Mixed verdict for US Inbetweeners
Critics have been split by MTV's US remake of hit British comedy The Inbetweeners.
Reviews of the first episode ranged from "not great" to "top of its class".
The four main schoolboy characters of Will, Simon, Neil and Jay return with much of the script borrowed from the British original.
In a one-star review, The Telegraph said: "I'm not sure I can reassure anyone that The Inbetweeners isn't as bad as feared."
It continued: "The early shows barely raised a smile, let alone reached the comedic heights achieved by the Channel 4 version."
"None of the guys in the American version are quite as interesting as their British counterparts," said The Boston Globe, which felt the show "falls in the middle of the quality scale".
The paper said it lacked "some of the texture and distinction" of the British comedy, but did have "a refreshing sincerity".
Digital Spy agreed, declaring: "Much of the focus is going to be on how the new boys measure up. And to be honest, they're a mixed bag."
However, several critics suggested the show could achieve success if it chose to break away from the British original.
"Anyone remember the poorly-received first season of the US Office?" Digital Spy asked. "Only when that series threw off the shackles of its predecessor and became its own show did it flourish. Perhaps the same will prove true here."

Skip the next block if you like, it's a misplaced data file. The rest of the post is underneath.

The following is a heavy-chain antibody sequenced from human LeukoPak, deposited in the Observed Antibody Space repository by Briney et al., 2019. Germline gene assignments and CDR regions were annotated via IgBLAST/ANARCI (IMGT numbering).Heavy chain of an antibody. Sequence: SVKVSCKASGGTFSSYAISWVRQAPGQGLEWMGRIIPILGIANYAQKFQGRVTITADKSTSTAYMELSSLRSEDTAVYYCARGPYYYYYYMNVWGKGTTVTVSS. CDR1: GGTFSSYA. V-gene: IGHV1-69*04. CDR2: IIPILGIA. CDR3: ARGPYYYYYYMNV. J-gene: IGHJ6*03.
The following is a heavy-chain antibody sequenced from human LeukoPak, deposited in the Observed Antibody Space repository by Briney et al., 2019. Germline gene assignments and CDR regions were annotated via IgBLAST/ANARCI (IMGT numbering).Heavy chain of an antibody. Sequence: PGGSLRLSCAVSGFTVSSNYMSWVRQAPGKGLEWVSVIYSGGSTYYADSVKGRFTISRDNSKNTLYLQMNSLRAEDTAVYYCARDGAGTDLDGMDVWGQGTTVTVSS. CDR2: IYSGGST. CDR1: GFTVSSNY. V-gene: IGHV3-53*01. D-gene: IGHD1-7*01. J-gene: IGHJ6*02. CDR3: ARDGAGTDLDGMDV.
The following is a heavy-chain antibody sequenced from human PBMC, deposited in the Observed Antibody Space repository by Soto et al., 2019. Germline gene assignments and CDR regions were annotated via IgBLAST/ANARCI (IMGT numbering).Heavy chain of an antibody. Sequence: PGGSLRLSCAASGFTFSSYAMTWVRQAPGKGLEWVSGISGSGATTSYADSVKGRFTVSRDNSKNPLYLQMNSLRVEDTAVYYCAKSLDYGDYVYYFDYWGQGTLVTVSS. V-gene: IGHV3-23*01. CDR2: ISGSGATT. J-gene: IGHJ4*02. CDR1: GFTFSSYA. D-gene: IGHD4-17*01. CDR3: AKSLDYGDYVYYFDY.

US remakes of UK shows have not had the best track record, with MTV's version of Skins getting axed after just one season.
US censorship rules mean swearing in the remake has been bleeped, and The Telegraph was among those to criticise the themes of friendship and bonding that made it feel "like an episode of the Wonder Years".
However, several American reviews were highly favourable, including Hollywood.com.
"I heartily recommend The Inbetweeners as the most hilariously accurate depiction of everything that sucks about high school," it said.
"Plain and simple, this is MTV's best comedy since the days of Daria, and really firms the network as the best in the business for reaching the high school crowd."
Industry website Variety also gave the show the thumbs up, writing: "The Inbetweeners has, for once, clearly gained something in translation.
"The title notwithstanding, far from the middle of the pack, The Inbetweeners earns a place near the top of its class."
The Inbetweeners Movie, starring the British cast of Joe Thomas, James Buckley, Simon Bird and Blake Harrison, was a box office smash last summer making £45m, despite a budget of just £3.5m.
A sequel is now in the works, according to co-creators Damon Beesley and Iain Morris, who said they wanted to make sure they had "a good enough story to tell".